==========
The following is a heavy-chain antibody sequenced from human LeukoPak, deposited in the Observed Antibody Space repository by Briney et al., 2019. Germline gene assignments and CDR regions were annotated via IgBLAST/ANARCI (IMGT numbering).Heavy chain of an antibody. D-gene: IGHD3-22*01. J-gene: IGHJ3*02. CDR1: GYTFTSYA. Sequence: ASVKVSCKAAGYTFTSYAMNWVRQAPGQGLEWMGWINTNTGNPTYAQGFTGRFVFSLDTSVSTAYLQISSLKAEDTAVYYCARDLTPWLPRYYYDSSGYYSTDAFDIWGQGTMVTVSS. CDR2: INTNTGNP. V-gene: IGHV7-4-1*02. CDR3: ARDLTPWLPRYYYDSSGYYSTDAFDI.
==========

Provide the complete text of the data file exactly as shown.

The following is a heavy-chain antibody sequenced from human LeukoPak, deposited in the Observed Antibody Space repository by Briney et al., 2019. Germline gene assignments and CDR regions were annotated via IgBLAST/ANARCI (IMGT numbering).Heavy chain of an antibody. D-gene: IGHD3-22*01. J-gene: IGHJ3*02. CDR1: GYTFTSYA. Sequence: ASVKVSCKAAGYTFTSYAMNWVRQAPGQGLEWMGWINTNTGNPTYAQGFTGRFVFSLDTSVSTAYLQISSLKAEDTAVYYCARDLTPWLPRYYYDSSGYYSTDAFDIWGQGTMVTVSS. CDR2: INTNTGNP. V-gene: IGHV7-4-1*02. CDR3: ARDLTPWLPRYYYDSSGYYSTDAFDI.